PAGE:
A colgada puts the follower off-axis AWAY from the leader. Like the volcada, it is a move that works like a pendulum or a wave. The leader sends the follower away, counterbalances, and then allows the move to resolve to the best exit point available.
The big picture: get the follower feeling safe and on balance, and then tip the follower over, adjusting for free leg motion and rotation; and get the follower safely back on balance.
We will be working on volcadas in my 8 PM Thursday classes at Om Studio August 9, 16, 23 & 30, 2018 if you happen to be in Portland.
Tips on colgadas
Following a colgada can be a scary experience: the leader asks you to trust them, and there is nothing behind you to hold you up if the move does not work, except your own behind :-) I find that leaders scoff at this being scary, but are very nervous about being LED in colgadas. Trust has to be built for two people to do colgadas well.
The main important focus of leading a colgada should be making sure the follower feels safe so that s/he will LET you go off-balance with his/her axis.
Regular (with or without a free leg moving):
- Put the follower ON-axis, with the supporting foot grounded, first!
- Add tilt away from you.
- Counter-balance from the same shared axis point.
- Feel the pendulum of the follower's movement, and exit with it.
- Don't hold the position! It's a pendulum.
- Exit the direction that feels the easiest for the follower, barring obstacles.
Colgadas with pivoting:
- Not all colgadas have rotation/pivot, so make sure you read the follower's movement.
- Do steps 1 & 2 from the previous list (put follower on-axis and then add tilt).
- Add the rotation.
- Again, there is a pendulum motion to colgadas, so don't hold it; let it keep moving.
- Figure out the exit pattern based on tilt AND rotation. You can S-T-R-E-C-H it out.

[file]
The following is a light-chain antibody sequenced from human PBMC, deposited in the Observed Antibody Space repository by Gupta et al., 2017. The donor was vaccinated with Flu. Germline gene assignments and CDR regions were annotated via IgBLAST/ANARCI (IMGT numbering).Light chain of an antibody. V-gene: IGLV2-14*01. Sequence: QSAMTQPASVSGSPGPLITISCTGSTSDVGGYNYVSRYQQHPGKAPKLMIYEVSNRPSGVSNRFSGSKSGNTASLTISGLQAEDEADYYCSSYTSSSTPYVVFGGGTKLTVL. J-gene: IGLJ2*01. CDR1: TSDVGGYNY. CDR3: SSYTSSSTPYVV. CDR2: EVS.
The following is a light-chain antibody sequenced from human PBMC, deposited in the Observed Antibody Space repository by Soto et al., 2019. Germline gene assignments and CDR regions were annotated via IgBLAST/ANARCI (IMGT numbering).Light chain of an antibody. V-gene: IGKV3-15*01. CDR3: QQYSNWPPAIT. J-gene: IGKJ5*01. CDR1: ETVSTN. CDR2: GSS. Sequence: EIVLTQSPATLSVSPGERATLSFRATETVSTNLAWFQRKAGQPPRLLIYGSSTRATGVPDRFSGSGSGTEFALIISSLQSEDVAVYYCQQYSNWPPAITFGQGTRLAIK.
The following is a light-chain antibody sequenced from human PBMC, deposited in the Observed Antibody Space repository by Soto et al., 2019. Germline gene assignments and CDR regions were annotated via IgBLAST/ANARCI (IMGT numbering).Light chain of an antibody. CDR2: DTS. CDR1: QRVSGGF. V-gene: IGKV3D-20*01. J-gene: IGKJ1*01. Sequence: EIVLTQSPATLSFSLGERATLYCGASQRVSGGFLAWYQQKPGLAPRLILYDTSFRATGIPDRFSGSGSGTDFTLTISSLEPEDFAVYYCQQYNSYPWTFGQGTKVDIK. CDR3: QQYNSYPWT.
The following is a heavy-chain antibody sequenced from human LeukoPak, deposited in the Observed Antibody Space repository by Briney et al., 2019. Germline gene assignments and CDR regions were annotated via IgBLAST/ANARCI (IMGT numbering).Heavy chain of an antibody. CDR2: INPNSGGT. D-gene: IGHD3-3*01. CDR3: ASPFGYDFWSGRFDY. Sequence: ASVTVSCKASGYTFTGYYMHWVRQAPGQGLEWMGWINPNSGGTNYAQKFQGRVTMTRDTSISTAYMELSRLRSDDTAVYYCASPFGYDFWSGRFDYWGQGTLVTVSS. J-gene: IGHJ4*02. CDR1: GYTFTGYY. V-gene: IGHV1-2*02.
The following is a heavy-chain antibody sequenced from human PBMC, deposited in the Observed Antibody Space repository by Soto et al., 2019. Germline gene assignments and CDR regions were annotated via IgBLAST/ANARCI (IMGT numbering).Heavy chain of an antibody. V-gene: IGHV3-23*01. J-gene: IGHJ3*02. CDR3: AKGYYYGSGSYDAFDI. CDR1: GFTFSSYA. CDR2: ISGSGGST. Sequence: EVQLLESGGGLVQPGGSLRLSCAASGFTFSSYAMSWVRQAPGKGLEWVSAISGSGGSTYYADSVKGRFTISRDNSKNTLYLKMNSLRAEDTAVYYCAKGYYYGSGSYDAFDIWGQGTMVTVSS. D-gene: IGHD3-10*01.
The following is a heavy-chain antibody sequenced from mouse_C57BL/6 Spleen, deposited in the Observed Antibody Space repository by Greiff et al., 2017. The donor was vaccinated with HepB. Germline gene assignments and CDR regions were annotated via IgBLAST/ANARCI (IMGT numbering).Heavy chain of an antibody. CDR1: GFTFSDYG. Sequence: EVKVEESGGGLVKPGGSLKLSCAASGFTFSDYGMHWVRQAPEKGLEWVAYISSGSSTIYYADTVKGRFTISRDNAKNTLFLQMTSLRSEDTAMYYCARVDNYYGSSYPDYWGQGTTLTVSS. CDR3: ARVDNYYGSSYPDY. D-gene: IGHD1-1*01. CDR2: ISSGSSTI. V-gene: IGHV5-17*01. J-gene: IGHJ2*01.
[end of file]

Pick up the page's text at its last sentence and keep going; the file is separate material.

Although you can't control the leader, you can make your half of a colgada work better.
- Get on/off-axis from the floor up. If the leader can't feel your connection to the floor, they will push/pull harder, which will knock you over.
- Keep yourself ON your foot. If you are rolling off your little toe or the inside of your foot, you are too far off-axis to do a good colgada.
- Feet, knees, hips, spine and embrace all work together as a spring to make the colgada work. Tone (but not locking) throughout the system makes colgadas feel easier for you and the leader. Think like a "water spider" that spreads its weight out to all limbs.
- Feel the pendulum of the motion through your body, and follow it. The leader can better resolve a colgada by reading where your body wants to go.
- Practice, practice, practice to feel safe enough not to clench your body. See the drills below on the video.
- If it's not working, step out of the move: Your free leg should be available to put down under you.
- Focus on how your axis/spring of your body can stay springy first.
- If you can let your free leg go free without collapsing your center, do so.
- Keep your foot balanced over your metatarsal arch. I find it helps to put a little extra energy into my big toe so that I don't tip onto my little toe.
- Pivoting off-axis is much harder than on-axis, so practice (see below) with a door jamb before working up to a human :-)